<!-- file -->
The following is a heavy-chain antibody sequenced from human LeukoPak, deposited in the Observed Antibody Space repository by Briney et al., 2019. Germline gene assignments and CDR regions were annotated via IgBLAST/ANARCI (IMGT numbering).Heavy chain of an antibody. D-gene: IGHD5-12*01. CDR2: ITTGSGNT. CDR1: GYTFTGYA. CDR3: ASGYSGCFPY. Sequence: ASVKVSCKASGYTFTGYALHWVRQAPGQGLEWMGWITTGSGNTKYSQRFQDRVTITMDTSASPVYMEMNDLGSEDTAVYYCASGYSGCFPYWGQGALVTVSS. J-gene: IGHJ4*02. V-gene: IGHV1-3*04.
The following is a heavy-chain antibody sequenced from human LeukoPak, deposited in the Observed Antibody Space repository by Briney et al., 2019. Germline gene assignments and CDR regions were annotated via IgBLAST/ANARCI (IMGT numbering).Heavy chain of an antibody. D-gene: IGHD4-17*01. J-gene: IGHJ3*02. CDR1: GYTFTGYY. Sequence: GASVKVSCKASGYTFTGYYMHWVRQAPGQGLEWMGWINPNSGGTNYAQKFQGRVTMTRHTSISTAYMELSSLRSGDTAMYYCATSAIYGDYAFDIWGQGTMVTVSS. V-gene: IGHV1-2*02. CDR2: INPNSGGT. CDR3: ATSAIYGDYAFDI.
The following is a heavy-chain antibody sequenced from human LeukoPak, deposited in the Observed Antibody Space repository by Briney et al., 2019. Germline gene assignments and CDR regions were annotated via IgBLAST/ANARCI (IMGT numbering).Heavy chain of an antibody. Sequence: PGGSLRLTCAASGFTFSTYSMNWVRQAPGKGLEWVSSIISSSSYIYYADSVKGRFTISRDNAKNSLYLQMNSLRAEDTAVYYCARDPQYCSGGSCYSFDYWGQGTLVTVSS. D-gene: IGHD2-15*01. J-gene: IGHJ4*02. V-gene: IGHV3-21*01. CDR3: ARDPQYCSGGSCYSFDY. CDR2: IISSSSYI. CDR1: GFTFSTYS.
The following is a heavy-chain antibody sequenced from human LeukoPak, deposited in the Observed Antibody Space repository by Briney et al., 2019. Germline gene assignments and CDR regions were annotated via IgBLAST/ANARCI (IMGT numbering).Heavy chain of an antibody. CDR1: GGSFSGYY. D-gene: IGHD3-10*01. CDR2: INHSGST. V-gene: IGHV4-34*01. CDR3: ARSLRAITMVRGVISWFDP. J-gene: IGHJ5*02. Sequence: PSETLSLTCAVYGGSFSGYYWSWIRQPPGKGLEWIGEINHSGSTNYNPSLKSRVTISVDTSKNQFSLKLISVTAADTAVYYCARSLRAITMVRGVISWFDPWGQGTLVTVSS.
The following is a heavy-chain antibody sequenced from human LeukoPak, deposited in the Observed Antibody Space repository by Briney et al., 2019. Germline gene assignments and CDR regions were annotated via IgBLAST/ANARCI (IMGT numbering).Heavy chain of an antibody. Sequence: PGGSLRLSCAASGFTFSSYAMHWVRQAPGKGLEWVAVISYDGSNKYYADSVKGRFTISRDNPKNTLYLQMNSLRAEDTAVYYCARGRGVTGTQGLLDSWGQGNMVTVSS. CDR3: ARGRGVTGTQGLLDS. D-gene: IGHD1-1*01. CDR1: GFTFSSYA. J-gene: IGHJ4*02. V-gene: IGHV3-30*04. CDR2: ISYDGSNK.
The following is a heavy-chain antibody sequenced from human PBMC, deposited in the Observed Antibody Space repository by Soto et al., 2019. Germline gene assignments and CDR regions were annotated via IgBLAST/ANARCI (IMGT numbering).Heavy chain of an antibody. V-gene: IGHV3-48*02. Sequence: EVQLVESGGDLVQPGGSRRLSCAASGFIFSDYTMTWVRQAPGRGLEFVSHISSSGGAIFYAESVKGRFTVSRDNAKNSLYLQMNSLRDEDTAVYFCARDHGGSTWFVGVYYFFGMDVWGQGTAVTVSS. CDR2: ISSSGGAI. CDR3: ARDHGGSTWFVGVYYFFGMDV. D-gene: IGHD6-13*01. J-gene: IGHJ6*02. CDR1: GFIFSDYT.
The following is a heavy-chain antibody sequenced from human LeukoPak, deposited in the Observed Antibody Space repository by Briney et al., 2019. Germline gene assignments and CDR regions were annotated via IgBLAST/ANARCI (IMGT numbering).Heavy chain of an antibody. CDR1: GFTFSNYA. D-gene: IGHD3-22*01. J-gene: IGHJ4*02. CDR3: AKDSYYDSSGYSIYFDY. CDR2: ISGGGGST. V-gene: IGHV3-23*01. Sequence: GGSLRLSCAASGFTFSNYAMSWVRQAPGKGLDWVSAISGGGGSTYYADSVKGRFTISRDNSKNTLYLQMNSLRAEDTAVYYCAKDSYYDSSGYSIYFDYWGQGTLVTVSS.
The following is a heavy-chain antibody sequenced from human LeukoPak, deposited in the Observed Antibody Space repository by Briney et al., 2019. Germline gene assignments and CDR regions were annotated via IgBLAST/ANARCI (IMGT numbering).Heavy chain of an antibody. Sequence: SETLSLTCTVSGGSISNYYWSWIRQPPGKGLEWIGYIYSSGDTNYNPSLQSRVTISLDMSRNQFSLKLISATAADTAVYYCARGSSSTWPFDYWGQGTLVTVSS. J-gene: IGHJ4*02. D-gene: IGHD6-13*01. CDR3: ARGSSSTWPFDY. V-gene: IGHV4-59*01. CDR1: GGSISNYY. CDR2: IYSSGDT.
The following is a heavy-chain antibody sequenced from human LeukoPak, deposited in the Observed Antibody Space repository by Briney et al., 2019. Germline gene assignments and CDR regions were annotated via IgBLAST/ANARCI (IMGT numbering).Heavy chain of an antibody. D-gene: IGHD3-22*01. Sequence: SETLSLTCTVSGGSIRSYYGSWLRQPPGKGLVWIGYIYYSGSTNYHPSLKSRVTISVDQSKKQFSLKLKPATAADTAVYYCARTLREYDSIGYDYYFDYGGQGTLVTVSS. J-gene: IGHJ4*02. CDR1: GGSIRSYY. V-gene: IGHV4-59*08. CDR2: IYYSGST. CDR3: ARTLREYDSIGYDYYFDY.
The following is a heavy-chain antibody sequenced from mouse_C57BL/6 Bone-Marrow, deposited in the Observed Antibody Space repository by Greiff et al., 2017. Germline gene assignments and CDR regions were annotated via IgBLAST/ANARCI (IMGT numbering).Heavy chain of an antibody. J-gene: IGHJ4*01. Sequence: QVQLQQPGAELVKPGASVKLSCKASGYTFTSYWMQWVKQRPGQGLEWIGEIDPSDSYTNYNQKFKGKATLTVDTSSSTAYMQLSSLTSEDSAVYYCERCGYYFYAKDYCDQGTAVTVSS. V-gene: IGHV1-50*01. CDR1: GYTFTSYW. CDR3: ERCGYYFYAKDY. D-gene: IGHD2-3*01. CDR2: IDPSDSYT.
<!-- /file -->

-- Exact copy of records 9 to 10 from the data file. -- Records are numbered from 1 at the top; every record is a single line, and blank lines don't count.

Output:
The following is a heavy-chain antibody sequenced from human LeukoPak, deposited in the Observed Antibody Space repository by Briney et al., 2019. Germline gene assignments and CDR regions were annotated via IgBLAST/ANARCI (IMGT numbering).Heavy chain of an antibody. D-gene: IGHD3-22*01. Sequence: SETLSLTCTVSGGSIRSYYGSWLRQPPGKGLVWIGYIYYSGSTNYHPSLKSRVTISVDQSKKQFSLKLKPATAADTAVYYCARTLREYDSIGYDYYFDYGGQGTLVTVSS. J-gene: IGHJ4*02. CDR1: GGSIRSYY. V-gene: IGHV4-59*08. CDR2: IYYSGST. CDR3: ARTLREYDSIGYDYYFDY.
The following is a heavy-chain antibody sequenced from mouse_C57BL/6 Bone-Marrow, deposited in the Observed Antibody Space repository by Greiff et al., 2017. Germline gene assignments and CDR regions were annotated via IgBLAST/ANARCI (IMGT numbering).Heavy chain of an antibody. J-gene: IGHJ4*01. Sequence: QVQLQQPGAELVKPGASVKLSCKASGYTFTSYWMQWVKQRPGQGLEWIGEIDPSDSYTNYNQKFKGKATLTVDTSSSTAYMQLSSLTSEDSAVYYCERCGYYFYAKDYCDQGTAVTVSS. V-gene: IGHV1-50*01. CDR1: GYTFTSYW. CDR3: ERCGYYFYAKDY. D-gene: IGHD2-3*01. CDR2: IDPSDSYT.